I am having trouble finding information on this and I lack the knowledge to know how feasible or not this would be.

I'd like to know how perfectly round coins could be made in the early middle ages. Where minting was done by hammering bullion to a plate of a certain thickness first, then cutting it in circles, and then hammering these circles with the stamp.

The outcome would be a circular coin I am sure, but you also often see coins from the middle ages, or earlier, that have a more fluid shape than a perfect circle. I find a lot of sources that go about the creation of coins and the process of minting them, but not much about the end result or how 'perfect' or standardized the result was. I know coins would be weighed and tested against scratches on a touchstone for metal content/makeup and such, but I again find not much about the circular shape.

The reason I ask this is that I have made a sort of coin keeper for a kingdom. It is basically a wooden shaft with two rounded caps, of which one can be taken off. The coins are stacked onto this stick by a hole in the middle of them, this would be a snug fit. The idea is that the rounded caps have a standard size which would be the one most coins would have. Making it easy/ easier to see if a coin has been clipped.

  • $\begingroup$ (1) You can put the coins of a string through the holes in the middle; this is how they did it in China and countries influenced by Chinese culture. (2) They could have made them round, but they just didn't care. (3) To make the coin perfectly round all you need is a sturdy steel cylinder. Put the roughly round blank in the cylinder and whack it with the stamp; the blank will deform and take the inner shape of the cylinder. They started using this process in the late Middle Ages / Renaissance. $\endgroup$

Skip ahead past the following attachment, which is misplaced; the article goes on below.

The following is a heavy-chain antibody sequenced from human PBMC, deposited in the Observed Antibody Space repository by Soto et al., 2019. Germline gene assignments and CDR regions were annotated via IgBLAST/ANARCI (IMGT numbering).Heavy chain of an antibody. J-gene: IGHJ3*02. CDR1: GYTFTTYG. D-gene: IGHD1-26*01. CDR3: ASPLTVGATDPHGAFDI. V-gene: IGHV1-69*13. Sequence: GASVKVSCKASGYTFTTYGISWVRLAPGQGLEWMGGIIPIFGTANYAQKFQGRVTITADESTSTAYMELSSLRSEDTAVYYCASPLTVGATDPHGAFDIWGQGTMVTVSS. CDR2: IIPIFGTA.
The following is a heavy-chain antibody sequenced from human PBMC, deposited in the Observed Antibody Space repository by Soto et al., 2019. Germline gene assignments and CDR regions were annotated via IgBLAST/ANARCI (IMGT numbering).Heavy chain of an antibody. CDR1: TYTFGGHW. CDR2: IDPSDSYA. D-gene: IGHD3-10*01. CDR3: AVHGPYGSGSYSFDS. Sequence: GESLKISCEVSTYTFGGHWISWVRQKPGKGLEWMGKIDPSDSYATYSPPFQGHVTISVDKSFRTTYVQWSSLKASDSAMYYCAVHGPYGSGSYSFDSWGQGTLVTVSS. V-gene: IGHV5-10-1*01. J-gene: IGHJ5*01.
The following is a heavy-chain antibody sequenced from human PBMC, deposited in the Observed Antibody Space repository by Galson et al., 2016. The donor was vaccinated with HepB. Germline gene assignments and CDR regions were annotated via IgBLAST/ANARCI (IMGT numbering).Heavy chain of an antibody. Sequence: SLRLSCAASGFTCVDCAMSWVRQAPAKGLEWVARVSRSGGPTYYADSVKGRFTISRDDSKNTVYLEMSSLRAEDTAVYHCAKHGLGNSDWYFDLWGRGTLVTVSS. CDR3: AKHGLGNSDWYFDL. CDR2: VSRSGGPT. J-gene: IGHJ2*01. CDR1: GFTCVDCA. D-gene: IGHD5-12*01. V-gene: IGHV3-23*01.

– AlexP
    Mar 31 at 12:54
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    $\begingroup$ @alex that gives a very predictable diameter and shape, but a not-so-predictable thickness, thus variable metal content. Only practical if a coin has designated value, rather than intrinsic metal value, as all medieval and ancient currencies did. $\endgroup$
    – PcMan
    Mar 31 at 12:56
  • $\begingroup$ @PcMan: Step 1: Cut rough blanks. Step 2: Make them of uniform weight. (First two steps were practiced since the antiquity.) Step 3: Stamp the coin. The only difference is that instead of stamping the coin free on the die, you enclose the die in a calibrated cylinder. That's all it takes. It obviously gives a perfect thickness if the blank has already been made to conform to the weight standard. $\endgroup$
    – AlexP
    Mar 31 at 12:57
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    $\begingroup$ Bear in mind that the reason Sir Isaac Newton invented milling is that people would shear off metal from the edges for its value while preserving the look of the coin. $\endgroup$
    – Mary
    Mar 31 at 13:14
  • $\begingroup$ For a charming description of the process, see the entry Mint in The London Encyclopaedia volume 14, 1837, pp. 730 sqq. $\endgroup$
    – AlexP
    Mar 31 at 13:27